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Why is civil society under attack?

 

 

sofonea shaleBy Sofonea Shale

The recent political and military developments in this Kingdom have not only put civil society organisations under the spotlight given their mandate in defense of human rights, promotion of democracy, peace education and advocacy, facilitation of dialogue, development and representation of voice of reason but equally received the political wrath of people who claim to be proponents, supporters and owners of the Khokanyana-phiri Coalition government.  Attackers of the sector claim that it lost mandate and serves bizarre agenda goals.  The question that perplexes many is why is civil society being attacked?

This is an important question in many respects and there are two ways through which it could be addressed. This question contributes to the democratisation of Lesotho politics which are mainly based on the culture of violence as opposed to the culture of peace. It also helps to broaden political perspective of the captives of politics of domination usually promoted within the confines of structures of political parties. This way, this question has the potential to chance attackers deceived as party heroes depending on how it is approached. The first approach could be the provision of an authoritative response telling what is right and wrong while the second could be that which looks at what is the mandate of the sector, the situation in the country and how the sector is responding to the situation. The reader should then make a meaningful contribution in the on-going debate over the issue.  Drawing from the principles guiding this and the sister column in the sister newspaper, the Lesotho Times, this article chooses the second approach.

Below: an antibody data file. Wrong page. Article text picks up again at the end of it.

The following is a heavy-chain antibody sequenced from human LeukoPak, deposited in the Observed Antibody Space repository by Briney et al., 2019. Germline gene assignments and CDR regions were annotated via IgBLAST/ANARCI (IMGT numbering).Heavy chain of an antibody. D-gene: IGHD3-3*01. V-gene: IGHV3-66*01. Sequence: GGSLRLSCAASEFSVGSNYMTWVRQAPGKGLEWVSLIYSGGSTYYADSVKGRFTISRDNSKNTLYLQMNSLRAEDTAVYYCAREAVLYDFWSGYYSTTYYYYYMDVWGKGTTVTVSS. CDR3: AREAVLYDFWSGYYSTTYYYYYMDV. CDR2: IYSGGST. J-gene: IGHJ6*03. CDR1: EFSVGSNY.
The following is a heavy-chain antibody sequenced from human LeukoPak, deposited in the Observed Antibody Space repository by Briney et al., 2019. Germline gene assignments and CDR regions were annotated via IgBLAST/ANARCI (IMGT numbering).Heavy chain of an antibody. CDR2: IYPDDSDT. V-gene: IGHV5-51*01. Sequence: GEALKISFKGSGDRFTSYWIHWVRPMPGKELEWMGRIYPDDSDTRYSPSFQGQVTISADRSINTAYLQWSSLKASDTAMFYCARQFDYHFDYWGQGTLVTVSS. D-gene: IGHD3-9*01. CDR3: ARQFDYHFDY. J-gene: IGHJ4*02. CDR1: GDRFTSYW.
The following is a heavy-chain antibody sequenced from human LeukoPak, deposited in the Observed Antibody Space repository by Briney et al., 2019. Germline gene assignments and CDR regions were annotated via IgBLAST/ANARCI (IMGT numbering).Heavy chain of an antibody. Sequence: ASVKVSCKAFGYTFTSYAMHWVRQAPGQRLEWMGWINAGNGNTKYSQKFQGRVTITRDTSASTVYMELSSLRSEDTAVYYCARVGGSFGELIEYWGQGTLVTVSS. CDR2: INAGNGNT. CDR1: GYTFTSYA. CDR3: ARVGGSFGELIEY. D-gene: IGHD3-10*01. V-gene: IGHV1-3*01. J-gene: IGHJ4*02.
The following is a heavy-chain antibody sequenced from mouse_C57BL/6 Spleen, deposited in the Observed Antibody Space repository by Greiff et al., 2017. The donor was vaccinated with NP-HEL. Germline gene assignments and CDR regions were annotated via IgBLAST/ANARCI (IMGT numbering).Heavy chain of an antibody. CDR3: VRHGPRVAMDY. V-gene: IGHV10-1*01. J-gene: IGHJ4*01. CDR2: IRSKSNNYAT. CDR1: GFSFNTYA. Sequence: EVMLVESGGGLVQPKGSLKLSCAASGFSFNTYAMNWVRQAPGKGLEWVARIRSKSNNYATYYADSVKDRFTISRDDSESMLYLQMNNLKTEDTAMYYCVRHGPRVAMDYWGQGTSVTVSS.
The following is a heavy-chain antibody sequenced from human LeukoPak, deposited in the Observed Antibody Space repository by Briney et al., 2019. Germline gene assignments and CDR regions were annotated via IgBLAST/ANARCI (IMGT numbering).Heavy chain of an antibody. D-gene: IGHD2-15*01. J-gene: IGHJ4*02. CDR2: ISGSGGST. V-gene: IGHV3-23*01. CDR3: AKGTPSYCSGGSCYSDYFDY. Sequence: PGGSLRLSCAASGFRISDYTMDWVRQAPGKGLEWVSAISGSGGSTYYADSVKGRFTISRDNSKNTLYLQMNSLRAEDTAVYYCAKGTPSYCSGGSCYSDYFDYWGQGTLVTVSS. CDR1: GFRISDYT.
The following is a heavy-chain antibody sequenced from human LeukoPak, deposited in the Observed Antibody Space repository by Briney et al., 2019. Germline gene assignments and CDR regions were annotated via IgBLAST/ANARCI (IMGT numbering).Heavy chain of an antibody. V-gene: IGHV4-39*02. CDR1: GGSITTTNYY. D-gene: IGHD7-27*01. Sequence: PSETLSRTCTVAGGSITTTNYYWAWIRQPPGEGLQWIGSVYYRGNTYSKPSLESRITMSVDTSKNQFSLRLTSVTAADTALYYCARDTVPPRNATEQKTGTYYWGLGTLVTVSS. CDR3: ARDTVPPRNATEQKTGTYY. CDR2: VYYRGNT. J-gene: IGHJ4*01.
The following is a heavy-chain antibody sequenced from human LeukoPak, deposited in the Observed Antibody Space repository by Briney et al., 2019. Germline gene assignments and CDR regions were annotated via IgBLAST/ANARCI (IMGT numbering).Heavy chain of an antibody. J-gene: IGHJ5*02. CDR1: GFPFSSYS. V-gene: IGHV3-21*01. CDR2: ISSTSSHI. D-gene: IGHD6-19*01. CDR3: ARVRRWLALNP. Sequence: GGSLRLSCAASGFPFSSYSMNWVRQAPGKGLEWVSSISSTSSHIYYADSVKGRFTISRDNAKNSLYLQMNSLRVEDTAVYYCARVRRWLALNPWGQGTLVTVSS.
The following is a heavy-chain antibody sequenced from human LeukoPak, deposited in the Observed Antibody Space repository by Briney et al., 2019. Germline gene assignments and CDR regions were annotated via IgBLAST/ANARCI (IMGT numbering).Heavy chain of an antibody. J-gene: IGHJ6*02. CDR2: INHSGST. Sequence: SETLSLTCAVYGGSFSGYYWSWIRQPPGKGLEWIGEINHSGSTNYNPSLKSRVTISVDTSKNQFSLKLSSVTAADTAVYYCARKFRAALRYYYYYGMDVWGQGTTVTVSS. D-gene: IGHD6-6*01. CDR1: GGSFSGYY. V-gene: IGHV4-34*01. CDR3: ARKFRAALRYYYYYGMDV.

Civil society can either choose to be counter-hegemonic or buttress state narrative by manipulating society to identify with the world view of the powerful. When civil society educates people on democracy, and encourages them to vote, politicians applaud their role, similarly when they provide water, agricultural inputs, bursaries and other humanitarian interventions. When political education is taken further to empower communities to hold government accountable and when civil society exposes government’s balance sheet on human rights and accountability, they are labelled as politicians who oppose government.

In recent months, Lesotho’s opposition leaders announced that they were not able to come back home from their political mission in Botswana (SADC), reporting they feared for their lives. Civil society’s response to this situation was not unique from the usual engagement of the sector in governance.  After meeting with leaders outside the country to hear their story, the sector met government on the need to engage the opposition leaders.  Government acted by mandating Heads of Churches to facilitate talks, yet leaving civil society behind regardless of the sector’s pronounced preparedness to make a contribution and its expertise and skill in conflict and mediation.  In the current stand-off, civil society is not only ready to help but has communicated the same to the government.